Book one 750-1539. Chapter one: The Church

  • Posted on: 22 September 2009
  • By: David Thrale

In the eighth century there were seven kingdoms in England. Sandridge was in Mercia , the kingdom which occupied that area now known to us as the Midlands. The Church of England was then, as now, divided into the two provinces of Canterbury and York , but in the year 787 King Offa secured the elevation of the Bishop of Lichfield to be another archbishop over the seven dioceses in the kingdoms of Mercia and East Anglia.

This arrangement lasted only fourteen years, during which time Offa died owning the parish of Sandridge1. Egfrid his son gave it2 in 796 to the church of St Alban by the name of Sandruage,

So denominated by the Saxons from the soil of the place, and from the service by which the inhabitants held their lands, for the soil is sandy, and age signifies the service of bond servants3.

Such is the earliest known mention of Sandridge.

Evidence of a Saxon church at Sandridge is supposedly given by the flint rubble walls with quoins of Roman tiles, visible in the exterior of the east end of the nave, and also by the chancel arch of Roman bricks. The latter probably came from some adjacent Roman villa and not from Verulam, for some of them are of the thick variety which, though common at Colchester and Uriconium, are rare at Verulam4.

Herbert, Bishop of Norwich , consecrated the first Norman church of Sandridge5, dedicating it to the glory of God and in honour of St. Leonard. Leonard was to become the patron saint of over one hundred and eighty English churches. Son of an army officer and godson of Clovis , king of the Franks, he was the patron of prisoners, being diligent in obtaining releases for many poor wretches. Thus he is often depicted holding a chain. This church consisted of a nave without aisles, and solid walls where the arcading now stands. These walls were pierced by narrow Norman windows splayed out from the outside to the inside. The eastern wall was pierced by a round arch of Roman bricks supported by pillars of the same material. Through the arch was a short chancel, probably ending in an apse which contained the altar. The western wall was perhaps pierced by another round arch, opening into a low Norman tower. The only remains of that fabric today are the north and south angles at the east end of the aisleless nave, with the abutments of the later arcades, the thick walls at the west end of the same nave, and the chancel arch6.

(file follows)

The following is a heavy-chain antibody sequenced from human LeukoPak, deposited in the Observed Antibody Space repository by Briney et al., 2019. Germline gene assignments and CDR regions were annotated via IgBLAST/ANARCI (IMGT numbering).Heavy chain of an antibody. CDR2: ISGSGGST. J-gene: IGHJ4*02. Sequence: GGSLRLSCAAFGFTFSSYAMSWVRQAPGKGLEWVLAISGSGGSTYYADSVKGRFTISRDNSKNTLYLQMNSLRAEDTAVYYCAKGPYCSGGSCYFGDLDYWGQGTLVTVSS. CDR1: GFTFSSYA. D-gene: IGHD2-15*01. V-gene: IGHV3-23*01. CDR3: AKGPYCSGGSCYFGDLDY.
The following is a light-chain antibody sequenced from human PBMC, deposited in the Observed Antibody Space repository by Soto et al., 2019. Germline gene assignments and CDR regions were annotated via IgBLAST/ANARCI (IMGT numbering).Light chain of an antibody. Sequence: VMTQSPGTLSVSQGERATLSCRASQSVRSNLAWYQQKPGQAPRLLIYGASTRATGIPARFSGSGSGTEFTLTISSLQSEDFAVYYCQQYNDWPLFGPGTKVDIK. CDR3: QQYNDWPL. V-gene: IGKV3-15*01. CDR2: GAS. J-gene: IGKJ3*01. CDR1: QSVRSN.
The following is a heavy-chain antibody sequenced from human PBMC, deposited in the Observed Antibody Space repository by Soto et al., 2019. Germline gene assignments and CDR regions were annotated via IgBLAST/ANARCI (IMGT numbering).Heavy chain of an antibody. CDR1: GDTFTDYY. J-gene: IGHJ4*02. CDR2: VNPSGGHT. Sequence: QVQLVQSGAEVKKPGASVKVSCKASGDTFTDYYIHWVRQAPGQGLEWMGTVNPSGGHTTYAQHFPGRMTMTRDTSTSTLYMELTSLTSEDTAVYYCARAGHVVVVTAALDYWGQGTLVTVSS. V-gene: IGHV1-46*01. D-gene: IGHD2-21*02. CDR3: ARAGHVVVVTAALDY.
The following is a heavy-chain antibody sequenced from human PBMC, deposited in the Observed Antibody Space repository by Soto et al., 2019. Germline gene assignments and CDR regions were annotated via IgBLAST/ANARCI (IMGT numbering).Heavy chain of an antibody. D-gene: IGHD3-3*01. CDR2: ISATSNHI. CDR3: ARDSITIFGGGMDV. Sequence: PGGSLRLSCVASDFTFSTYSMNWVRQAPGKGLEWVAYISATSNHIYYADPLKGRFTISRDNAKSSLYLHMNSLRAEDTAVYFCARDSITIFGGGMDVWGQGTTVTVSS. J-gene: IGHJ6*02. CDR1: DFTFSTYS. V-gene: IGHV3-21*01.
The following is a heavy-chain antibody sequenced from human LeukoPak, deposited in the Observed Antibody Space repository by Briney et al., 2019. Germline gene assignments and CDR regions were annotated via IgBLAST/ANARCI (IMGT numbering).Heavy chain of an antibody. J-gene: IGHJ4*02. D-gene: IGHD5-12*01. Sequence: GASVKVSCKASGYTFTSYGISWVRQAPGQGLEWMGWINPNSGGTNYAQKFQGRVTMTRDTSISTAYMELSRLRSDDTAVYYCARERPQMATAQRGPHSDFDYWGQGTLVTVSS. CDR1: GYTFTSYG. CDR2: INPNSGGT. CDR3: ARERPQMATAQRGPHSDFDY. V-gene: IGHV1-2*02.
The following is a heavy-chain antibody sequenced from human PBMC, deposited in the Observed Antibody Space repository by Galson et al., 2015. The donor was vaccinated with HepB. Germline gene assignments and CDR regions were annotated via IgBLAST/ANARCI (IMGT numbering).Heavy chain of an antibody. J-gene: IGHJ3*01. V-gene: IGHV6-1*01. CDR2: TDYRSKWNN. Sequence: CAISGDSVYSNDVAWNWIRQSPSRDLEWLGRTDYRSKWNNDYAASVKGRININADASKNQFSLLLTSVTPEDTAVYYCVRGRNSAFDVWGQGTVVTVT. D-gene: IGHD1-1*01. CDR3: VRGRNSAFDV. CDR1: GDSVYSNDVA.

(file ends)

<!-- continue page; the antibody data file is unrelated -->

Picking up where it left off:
About the year 1160 the nave was widened by the addition of the aisles; the side walls of the nave were taken down for almost their whole length, and the two arcades of octagonal pillars, with their bold and beautiful capitals, and the six round arches of Totternhoe stone, were erected in their place. A clerestory was raised over this arcading and the north and south aisles were added in flint work, with Norman windows; the north and south doorways of the nave were transferred to the aisles. The cylindrical font also belongs to this period. It is surrounded with an arcade of intersecting arches, rising from a plain plinth. The arches, eighteen in number, do not, as is usually the case, lie over each other in crossing, but are quite flat. Above the arches is a hatchet or saw tooth ornament. The capitals and bases of this miniature arcading make it not unlike the main arcading of the nave. To protect the soft limestone the inside of the font is lined with lead. The present lining was fixed in 1945, when the old one was burnt out.

Late in the twelfth century a tower was built, or rebuilt, on to the west end of the nave, with a lofty Early English arch opening into it. The bases of the nave piers already foreshadowed the Early English style of water-holding moulding. There is no evidence of further alterations to the church for about two hundred years.

John de la Moote, the thirty-first abbot of St Albans, elected in 1396, did much for Sandridge and its church. He …

made at Sandrugge a new gateway and a suitable stable for heavy and light horses. He also built a mill at Sandrugge”;7.